The Last Time I Saw Macao was another one I’ve wanted to see for a while, but it was much more disappointing – especially since it is oddly similar to a lot of films that did make it to Belfast. The movement between fiction, documentary and essay recalled Museum Hours and the playful use of the East that the West sees reminded me of Mister John. It is an interesting watch, designed as an allusive puzzle in which half the fun is trying to put all of the film’s disparate elements together into one thematic whole. But, ultimately, the film is blandly inhuman – probably by intention since humans are largely absent from, if not bisected by, the frame. The real mystery is not the nourish storyline but how the past affects the present and how it can give a city a presence. Ultimately, Jem Cohen found that a museum was a much more fruitful location to address these themes, giving The Last Time I Saw Macao a rather redundant quality – one it doesn’t necessarily deserve but one it’s stuck with.

The Place Beyond The Pines Ambitious, moving and well made. When the focus shifts away from Ryan Gosling, the film does flag a little, but a little wandering is fine, since the film has a cumulative emotional weight. The film powerfully conveys how small actions can effect the future much more effectively than nostalgia and memory. In its surprisingly simple way, it is very moving.

Despicable Me 2 – I never saw the first one, but it doesn’t seem to bare too much on this dull sequel, which relies too heavily on its pointless storyline, overblown action sequences and the charmless Minions in place of decent jokes. The voice actors are all as irritating as their characters.

Upstream Colour – The best thing about Upstream Colour is that, in its own, highly original way, it makes sense. It challenges the viewer to make connections (plot and emotional) through a near unique cinematic language. It is also very nice to look at. It’s one big flaw is that it is hard, after about an hour, to maintain an interest in a plot about pigs having psychic connections to humans thanks to some maggots.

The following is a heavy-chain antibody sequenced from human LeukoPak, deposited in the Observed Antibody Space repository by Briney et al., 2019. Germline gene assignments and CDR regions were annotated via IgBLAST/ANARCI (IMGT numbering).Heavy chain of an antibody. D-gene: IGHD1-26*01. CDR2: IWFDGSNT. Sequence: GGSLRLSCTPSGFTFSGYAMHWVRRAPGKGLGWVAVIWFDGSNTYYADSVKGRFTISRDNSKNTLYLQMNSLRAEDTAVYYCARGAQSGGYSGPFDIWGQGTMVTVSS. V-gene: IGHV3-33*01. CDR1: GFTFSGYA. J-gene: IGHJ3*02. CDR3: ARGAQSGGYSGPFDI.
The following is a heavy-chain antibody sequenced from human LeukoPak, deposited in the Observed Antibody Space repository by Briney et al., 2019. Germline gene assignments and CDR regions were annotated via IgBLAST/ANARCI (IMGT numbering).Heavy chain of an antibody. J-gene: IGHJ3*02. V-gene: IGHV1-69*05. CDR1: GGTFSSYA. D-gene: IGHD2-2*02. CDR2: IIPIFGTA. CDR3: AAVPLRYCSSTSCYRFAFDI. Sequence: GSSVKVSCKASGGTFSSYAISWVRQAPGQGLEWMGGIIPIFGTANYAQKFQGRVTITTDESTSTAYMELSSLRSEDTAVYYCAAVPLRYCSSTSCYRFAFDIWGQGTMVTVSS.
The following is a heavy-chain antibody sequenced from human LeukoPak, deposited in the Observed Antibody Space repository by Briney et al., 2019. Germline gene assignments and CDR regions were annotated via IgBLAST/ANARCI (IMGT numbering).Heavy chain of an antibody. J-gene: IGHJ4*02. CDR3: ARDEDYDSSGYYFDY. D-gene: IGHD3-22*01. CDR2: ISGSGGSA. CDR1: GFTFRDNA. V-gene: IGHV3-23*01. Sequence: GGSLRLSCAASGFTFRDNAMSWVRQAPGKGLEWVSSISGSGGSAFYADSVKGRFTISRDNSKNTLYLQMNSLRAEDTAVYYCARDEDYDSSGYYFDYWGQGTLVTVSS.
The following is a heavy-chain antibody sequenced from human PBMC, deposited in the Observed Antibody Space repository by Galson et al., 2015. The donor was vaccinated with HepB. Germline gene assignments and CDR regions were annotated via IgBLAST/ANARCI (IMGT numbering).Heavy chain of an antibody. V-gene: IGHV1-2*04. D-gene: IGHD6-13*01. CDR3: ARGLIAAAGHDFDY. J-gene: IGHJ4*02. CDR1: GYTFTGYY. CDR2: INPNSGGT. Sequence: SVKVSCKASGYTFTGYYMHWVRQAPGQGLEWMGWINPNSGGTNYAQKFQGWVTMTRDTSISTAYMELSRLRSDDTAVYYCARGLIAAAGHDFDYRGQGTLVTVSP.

Ain’t Them Bodies Saints – Decided against seeing this at the time it was released since I thought it won’t be much more than a mixture of Badlands and The Assassination of Jesse James By The Coward Robert Ford. It isn’t, but it is nonetheless beautiful to look at, well told and nicely performed.

A Teacher – Too distancing to allow you to care particularly about the characters, but it is a decent effort, hampered a little by a too obvious Haneke influence. The final shot is surprisingly powerful, though.

These Birds Walk – Unfocused, but nonetheless important, its humanitarian message coming through despite the bumps along the way. The most uncomfortable moments may unintentionally be the filmmakers refusal to intervene during a fight, which they gleefully film regardless. Nicely shot, though, and a powerful statement about what effects the wars and aggressive foreign policies of the adults have on children.

Call Me Kuchu – The story of the Ugandan anti-gay legislation needs to be told, but this documentary’s personal focus is rather unhelpful. Though it is a moving, personal statement about the new laws, it fails to represent the society at large and it is too non-confrontational – letting one particularly venal newspaperman off the hook. It is also rather overlong, possibly the result of the production occurring while events were still on-going - it lacks a structure.

Viola – Passages from Shakespeare are repeated ad nauseam by a small group of actors while life imitates art imitating life. Fairly uninspiring.

Blue Caprice – The story of a real life case, the film tries hard not to be exploitative, and largely manages it, but fails to find an alternative approach. Isaiah Washington is very good as is Tequan Richmond, but their characters are too unknowable to sustain a drama about dependence and loss. Nonetheless, this lacking is brilliantly turned into an advantage with a subversive Psycho-style ending that cleverly mocks the cheap, lazy cod-psychology that films about psychopaths usually dish out.